Stem cell based cosmeceuticals popular but lack sufficient human studies

March 18, 2013

Consumers’ enthusiasm for stem cell-based cosmeceuticals should not overshadow the reality that these products remain unsupported by rigorous research, says an expert who spoke at the Cosmetic Surgery Forum.

 

Las Vegas - Consumers’ enthusiasm for stem cell-based cosmeceuticals should not overshadow the reality that these products remain unsupported by rigorous research, says an expert who spoke at the Cosmetic Surgery Forum. “Stem cell research has been on people’s minds - and imaginations,” says Erin Gilbert, M.D., Ph.D., F.A.A.D., assistant professor of dermatology at SUNY Downstate Medical Center, Brooklyn, N.Y. A stem cell is a cell that can divide and differentiate, thereby allowing self-renewal.

Along with sheep and cow placentas or umbilical cord, Dr. Gilbert says, sources of stem cells used in cosmeceuticals can include bone marrow, adipose tissue, blood and skin (Yun UW, Yan Z, Amir R, et al. Biotechnol Genet Eng Rev. 2012;28:47-59). Conversely, she says, plant-derived stem cells typically come from Swiss apple seed, lilac seed, jasmine and edelweiss.

Stem cell popularity

Because it’s impossible to make synthetic stem cells de novo, Dr. Gilbert says, stem cells are a natural ingredient. Most stem cells used to create topical products are clones of original cells. More specifically, “Stem cell components in cosmeceuticals are produced by extracting stem cells from animal or plant sources and culturing them under uniform laboratory conditions.” Specific stem cell extracts are derived by purification processes.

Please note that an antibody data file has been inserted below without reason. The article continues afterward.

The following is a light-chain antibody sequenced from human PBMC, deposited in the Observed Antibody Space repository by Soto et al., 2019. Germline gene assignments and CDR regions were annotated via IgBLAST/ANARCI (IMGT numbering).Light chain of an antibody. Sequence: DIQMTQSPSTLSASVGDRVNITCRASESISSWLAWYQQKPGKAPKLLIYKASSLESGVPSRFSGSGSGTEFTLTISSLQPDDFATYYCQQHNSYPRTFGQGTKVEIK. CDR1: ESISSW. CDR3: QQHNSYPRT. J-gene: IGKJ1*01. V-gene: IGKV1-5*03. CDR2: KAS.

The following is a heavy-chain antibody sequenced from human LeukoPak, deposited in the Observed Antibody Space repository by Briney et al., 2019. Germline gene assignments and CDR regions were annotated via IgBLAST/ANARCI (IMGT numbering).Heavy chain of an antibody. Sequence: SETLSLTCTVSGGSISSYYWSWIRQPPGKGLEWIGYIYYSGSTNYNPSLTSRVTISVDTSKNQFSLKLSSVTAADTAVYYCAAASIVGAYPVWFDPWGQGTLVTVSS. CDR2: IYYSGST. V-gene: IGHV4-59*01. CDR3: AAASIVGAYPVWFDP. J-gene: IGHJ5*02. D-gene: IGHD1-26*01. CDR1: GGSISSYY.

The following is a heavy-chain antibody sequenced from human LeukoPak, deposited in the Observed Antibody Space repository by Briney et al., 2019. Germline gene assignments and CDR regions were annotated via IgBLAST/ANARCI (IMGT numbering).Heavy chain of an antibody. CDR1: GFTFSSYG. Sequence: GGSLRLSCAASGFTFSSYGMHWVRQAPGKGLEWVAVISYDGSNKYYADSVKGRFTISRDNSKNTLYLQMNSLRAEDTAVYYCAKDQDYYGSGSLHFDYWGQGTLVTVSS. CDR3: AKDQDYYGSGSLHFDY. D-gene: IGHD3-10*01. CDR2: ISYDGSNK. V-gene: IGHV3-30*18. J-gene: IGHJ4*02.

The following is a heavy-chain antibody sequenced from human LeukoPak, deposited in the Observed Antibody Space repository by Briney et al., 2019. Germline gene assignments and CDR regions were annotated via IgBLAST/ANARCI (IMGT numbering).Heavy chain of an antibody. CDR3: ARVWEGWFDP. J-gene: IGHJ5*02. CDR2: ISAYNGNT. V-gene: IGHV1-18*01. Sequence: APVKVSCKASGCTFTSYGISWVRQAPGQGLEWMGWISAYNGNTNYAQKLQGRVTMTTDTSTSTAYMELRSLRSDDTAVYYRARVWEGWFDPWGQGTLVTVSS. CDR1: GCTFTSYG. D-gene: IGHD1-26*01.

Some of the hottest cosmeceuticals available include stem cell serums, creams and topical products containing multiple stem cell extracts. “The downside of products containing intact stem cells is that they have no real biologic utility, as they are DOA in the absence of a supporting biological environment,” Dr. Gilbert says. “Products containing whole-tissue homogenates are likely to be more effective anti-aging treatments because they offer a broader range of beneficial substances.”

Seeking more data

Manufacturers of stem cell-based cosmeceuticals claim these products can rejuvenate and regenerate the skin, Dr. Gilbert says. Studies show that adipose-derived stem cells secrete growth factors that stimulate collagen synthesis in dermal fibroblasts (Kim JH, Jung M, Kim HS, et al. Exp Dermatol. 2011;20(5):383-387), as well as angiogenesis (Lin CS, Xin ZC, Deng CH, et al. Histol Histopathol. 2010;25(6):807-815). “Stem cell-derived growth factors and cytokines remain of strong interest to researchers in the aesthetics space simply because no other cell in the body does what stem cells can do,” she says.

Nevertheless, Dr. Gilbert does not sell stem cell-derived products in her practice because, to date, they aren’t backed by adequate human studies. To bolster stem cell research, she serves on the fundraising committee of the New York Stem Cell Foundation (NYSCF). “The research being performed by NYSCF is truly on the cutting edge of stem cell biology,” she says. DT

 

Disclosures: Dr. Gilbert reports no relevant financial interests.